The Game Plan: How to Use March Madness Predictive Analytics in Marketing
Now that it’s March, all eyes are on March Madness. The NCAA men’s basketball tournament – commonly known as March Madness is all set to get the ball rolling on the 13th of March 2018. There has never been never more interest in predictive analytics than around March Madness when fans are on the lookout […]
Now that it’s March, all eyes are on March Madness. The NCAA men’s basketball tournament – commonly known as March Madness is all set to get the ball rolling on the 13th of March 2018. There has never been never more interest in predictive analytics than around March Madness when fans are on the lookout for whatever edge they can get in filling out the perfect bracket.According to Jeff Bergen, a professor at DePaul University, the likelihood of having a perfect March Madness bracket is 1 in 9,223,372,036,854,775,808. While the tournament is far too unstable for predictive analytics to be of much help, one cannot ignore the odds of marketers being able to predict the strategies that will be successful around March Madness campaigns. A more in-depth understanding of audience behavior is a massive advantage for brands looking for a big win at the annual event.
Developing an agile strategy
Marketers and brands must keep a close watch on teams that advance or get eliminated, and the fanbases are most enthusiastic and relevant to the target, this would help them to optimize their marketing strategies in real time. A prominent example for this is, in 2015 LIDS used a March Madness strategy to create a script logic that interpreted an RSS score feed and then automatically increased bids around winning teams. This helped the company to boost their campaign revenue +469% year on year. For brands using custom creative ad campaigns that target 64 different fan bases at once, Programmatic advertising can prove to be highly impactful.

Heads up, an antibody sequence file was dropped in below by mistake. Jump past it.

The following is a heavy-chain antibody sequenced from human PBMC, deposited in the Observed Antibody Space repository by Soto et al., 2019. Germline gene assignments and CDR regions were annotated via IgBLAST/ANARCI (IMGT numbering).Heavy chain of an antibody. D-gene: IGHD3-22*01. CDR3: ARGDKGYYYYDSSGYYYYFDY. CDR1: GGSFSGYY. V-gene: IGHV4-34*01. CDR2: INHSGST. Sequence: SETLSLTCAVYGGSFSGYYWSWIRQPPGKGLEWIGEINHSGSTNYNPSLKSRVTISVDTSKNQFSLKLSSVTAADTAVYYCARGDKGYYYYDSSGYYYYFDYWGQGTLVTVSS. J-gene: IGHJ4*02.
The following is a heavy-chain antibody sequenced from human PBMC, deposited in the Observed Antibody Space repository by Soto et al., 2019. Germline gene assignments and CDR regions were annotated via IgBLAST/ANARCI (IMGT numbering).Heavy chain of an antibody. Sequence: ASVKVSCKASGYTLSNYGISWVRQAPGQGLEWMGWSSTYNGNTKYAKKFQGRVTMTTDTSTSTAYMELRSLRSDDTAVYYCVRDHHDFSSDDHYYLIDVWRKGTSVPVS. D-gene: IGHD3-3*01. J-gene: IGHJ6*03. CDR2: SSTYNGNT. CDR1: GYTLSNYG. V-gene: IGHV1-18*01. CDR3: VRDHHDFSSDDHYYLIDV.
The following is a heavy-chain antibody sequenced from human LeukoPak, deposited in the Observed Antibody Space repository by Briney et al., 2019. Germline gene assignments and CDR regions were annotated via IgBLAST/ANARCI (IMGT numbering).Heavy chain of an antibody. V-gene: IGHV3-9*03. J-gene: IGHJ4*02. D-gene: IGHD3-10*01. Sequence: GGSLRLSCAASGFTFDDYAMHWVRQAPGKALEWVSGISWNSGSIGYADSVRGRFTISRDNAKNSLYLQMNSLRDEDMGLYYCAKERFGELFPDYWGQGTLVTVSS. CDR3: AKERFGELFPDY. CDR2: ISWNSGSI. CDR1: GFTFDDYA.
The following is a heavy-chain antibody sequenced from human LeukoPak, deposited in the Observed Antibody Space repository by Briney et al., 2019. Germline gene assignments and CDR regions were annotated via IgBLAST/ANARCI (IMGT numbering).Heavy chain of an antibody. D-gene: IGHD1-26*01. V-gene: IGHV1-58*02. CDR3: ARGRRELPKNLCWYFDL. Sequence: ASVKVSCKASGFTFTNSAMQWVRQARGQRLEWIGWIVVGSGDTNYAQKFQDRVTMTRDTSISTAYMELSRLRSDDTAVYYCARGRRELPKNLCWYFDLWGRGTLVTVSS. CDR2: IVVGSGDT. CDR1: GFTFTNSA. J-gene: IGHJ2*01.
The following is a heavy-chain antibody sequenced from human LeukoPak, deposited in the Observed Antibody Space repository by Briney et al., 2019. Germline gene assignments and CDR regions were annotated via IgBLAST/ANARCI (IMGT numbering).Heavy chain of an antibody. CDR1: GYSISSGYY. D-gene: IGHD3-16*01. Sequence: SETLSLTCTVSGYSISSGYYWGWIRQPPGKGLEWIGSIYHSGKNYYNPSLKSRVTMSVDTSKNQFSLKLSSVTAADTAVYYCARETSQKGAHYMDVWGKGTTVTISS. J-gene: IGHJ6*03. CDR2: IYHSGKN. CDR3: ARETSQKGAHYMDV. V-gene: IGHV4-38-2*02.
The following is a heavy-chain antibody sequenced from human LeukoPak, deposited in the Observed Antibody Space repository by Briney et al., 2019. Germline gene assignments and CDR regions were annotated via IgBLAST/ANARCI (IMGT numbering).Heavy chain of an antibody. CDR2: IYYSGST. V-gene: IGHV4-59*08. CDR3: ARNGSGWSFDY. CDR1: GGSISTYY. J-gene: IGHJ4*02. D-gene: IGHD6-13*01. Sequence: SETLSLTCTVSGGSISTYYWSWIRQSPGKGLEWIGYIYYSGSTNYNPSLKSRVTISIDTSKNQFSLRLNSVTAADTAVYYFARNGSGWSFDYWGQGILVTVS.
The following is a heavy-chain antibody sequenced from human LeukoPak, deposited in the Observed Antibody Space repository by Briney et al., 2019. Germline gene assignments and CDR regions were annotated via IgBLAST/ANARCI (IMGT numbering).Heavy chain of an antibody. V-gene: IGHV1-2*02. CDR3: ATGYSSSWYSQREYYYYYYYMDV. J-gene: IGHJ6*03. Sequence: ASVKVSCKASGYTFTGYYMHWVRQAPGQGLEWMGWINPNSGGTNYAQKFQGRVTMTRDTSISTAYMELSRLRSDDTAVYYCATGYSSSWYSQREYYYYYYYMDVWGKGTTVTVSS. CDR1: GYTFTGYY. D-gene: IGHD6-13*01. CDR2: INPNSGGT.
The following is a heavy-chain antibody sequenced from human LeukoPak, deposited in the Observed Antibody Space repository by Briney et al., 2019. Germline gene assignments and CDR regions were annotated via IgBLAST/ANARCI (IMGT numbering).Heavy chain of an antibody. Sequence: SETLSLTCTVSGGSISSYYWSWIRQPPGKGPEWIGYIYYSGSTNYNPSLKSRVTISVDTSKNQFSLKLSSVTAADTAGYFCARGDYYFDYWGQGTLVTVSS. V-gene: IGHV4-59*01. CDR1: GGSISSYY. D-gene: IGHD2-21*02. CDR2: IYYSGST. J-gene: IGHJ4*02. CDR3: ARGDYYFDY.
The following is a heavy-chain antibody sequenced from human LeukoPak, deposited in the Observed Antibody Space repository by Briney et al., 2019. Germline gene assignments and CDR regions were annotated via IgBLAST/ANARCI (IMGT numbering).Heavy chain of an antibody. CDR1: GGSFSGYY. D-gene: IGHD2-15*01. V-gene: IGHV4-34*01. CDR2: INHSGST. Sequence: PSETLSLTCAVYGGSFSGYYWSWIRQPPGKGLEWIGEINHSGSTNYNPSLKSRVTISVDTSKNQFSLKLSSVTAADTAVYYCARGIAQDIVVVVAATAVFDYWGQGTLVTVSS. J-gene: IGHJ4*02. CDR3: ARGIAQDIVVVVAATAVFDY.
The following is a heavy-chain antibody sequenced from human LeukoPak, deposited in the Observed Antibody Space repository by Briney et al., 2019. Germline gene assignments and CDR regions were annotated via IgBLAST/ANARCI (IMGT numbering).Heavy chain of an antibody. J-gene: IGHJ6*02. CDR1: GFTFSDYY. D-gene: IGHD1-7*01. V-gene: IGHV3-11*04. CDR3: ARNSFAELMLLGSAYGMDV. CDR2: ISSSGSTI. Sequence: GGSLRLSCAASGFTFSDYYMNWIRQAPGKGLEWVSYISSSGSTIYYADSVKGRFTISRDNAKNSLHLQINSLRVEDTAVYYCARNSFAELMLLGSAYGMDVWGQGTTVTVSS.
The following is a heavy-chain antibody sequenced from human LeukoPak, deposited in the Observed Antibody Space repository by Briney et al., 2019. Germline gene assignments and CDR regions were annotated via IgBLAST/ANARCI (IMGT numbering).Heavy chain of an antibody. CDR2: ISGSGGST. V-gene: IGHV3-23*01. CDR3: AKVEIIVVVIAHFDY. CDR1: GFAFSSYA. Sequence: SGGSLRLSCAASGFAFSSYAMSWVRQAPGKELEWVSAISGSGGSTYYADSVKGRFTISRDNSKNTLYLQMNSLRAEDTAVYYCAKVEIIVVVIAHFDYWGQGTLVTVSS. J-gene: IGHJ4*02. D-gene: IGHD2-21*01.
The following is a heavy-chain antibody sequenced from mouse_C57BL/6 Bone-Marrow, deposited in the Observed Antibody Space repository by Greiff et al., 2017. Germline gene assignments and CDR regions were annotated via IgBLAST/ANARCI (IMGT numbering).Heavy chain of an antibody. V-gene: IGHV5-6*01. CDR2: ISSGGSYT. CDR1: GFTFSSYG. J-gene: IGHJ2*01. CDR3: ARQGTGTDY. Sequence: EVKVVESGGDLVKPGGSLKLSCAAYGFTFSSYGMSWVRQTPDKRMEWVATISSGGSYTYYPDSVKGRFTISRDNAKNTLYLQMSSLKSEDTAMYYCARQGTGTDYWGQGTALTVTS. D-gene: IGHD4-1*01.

Getting the early bird advantage by going digital
The March Madness is undoubtedly going to see a lot of eyes glued to the game through different platforms, mainly through computers at workplaces. In fact, many companies often experience a decline in worker productivity during the opening week of March Madness. Heavily focusing on digital campaigns between Selection Sunday through the first Friday of the tournament will help marketers to align brands with audience engagement habits better.
Audience rely on mobile phones for score updates
The number of fans watching the match on smartphones will not outnumber the number of fans viewing the tournament on TV. However, according to a survey taken in 2017, 7 out of 10 tournament fans admitted relying on checking the scores on their smartphones rather than the tournament news on TV. This is great news especially for brands like Pizza Hut that garner 70% of their online sales through smartphones. For such companies explicitly targeting sports scores apps and content on cell phones offers a significant advantage in reaching their March Madness campaign goals.
Identify unexpected affinities
By digging deeper into data and using predictive analytics techniques, marketers often find a correlation between different variables that have never been thought of before. You would be intrigued to know that Villanova Wildcats and North Carolina Tar Heels fans love the TV show Jane the Virgin. An ad-tech company Dstillery anonymously matched mobile data from the home arenas of the Final Four teams to online behavioral data to identify unexpected affinities. How did it help them you wonder? By understanding the non-basketball related interests of basketball fans, marketers can get a better idea of the type of messaging that best appeals to their audience. They can also use more cost-efficient and focused subjects to target such audience.